La Belle et la Bete (1946)
Directed by Jean Cocteau 

Who’s in it? Jean Marais, Josette Day, Mila Parely

What’s it about? The classic tale of a young girl taken prisoner by a pitiless beast when she sacrifices herself to save her father, is a universal story about recognising the beauty, and struggling against the beast, within. Better known to the world as the critically acclaimed and technically groundbreaking 1991 Disney musical Beauty and the Beast, Jean Cocteau’s take on what Guillermo Del Toro (Pan’s Labyrinth) called “the most perfect cinematic fable ever told” is a captivating study in the ‘realism of the unreal’. The Les Enfants Terribles director delves deep into the haunting reality of the beautiful and the beastly within every human heart, the capacity for good and for evil we all posses and the choices which form our character and reveal our true personality.

Memorable Moments? The immortal shot of the beast lingering with intent over the sleeping beauty, an iconic image in 20th century cinema, is an enchanting reminder of the susceptibility of the human condition to the promptings of fear and desire, symbolising the film’s enduring power as an allegory for the duality of man.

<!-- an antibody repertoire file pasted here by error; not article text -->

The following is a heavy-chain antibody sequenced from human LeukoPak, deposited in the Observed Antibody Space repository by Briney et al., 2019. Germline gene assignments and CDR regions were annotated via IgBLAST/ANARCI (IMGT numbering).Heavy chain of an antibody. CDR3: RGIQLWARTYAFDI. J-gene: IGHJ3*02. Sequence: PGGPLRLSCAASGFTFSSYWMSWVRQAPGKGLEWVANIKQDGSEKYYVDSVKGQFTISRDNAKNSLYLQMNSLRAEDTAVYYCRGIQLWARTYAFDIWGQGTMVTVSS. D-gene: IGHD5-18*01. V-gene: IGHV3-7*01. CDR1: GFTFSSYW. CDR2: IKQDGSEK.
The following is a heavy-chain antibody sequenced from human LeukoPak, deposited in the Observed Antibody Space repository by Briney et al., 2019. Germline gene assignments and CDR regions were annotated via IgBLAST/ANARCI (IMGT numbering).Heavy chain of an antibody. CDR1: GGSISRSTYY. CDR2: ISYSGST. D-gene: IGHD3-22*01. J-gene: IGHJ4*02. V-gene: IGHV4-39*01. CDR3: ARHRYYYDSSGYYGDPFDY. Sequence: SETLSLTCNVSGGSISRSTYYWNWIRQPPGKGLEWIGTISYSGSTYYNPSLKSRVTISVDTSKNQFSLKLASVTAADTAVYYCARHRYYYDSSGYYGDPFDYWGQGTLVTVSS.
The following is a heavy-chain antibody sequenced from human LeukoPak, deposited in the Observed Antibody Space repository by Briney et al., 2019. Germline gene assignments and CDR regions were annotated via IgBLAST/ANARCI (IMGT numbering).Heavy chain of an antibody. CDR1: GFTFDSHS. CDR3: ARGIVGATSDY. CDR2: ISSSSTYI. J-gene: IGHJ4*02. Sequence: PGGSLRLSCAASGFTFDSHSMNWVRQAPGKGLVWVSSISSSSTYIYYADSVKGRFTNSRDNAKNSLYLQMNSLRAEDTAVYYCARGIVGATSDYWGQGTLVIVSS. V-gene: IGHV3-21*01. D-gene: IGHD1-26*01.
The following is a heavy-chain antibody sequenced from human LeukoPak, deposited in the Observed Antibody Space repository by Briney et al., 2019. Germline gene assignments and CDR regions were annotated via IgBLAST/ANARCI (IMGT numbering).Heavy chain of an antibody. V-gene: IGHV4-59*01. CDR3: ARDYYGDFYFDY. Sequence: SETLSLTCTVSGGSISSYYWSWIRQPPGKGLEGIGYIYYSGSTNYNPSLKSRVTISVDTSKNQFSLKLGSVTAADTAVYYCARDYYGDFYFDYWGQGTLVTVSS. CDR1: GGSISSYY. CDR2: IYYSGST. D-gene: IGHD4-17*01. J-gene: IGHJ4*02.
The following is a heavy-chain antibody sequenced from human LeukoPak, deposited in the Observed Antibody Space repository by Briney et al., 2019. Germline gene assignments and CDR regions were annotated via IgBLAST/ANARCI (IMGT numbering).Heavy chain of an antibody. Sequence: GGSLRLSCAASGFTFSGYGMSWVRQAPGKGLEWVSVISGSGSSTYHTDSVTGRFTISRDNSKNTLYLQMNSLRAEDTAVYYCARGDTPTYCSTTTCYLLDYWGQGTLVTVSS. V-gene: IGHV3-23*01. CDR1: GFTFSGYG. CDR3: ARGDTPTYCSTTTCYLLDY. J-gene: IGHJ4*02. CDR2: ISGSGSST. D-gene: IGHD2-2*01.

Look who’s talking: ‘With its magical optical effects and enchanting performances, Jean Cocteau’s Beauty and the Beast remains the most surreal — and soulful — of the fairy tale’s film adaptations.’ – Rotten Tomatoes

Like that? try this: The Hunchback of Notredame (1939), based on Victor Hugo’s novel and starring Charles Laughton as the socially outcast bell-ringer who falls for Maureen O’Hara’s vulnerable and alluring Esmerelda, like La Belle et La Bete, is an undisputed classic taking many forms on stage and screen over the years, including a Disney adaptation which gave a timeless tale a bold dash of colour and a young new audience.

Trivia Pursuit: In production just after WWII, the crew were at one point working by candlelight due to an electricity shortage.

Ronan Wright blogs about films from Belfast at Filmplicity

Ronan Wright is a graduate in Film Studies from The Queen’s University of Belfast. As well as contributing to MercatorNet as a film critic since March 2011 he has run Filmplicity, a Belfast-based film...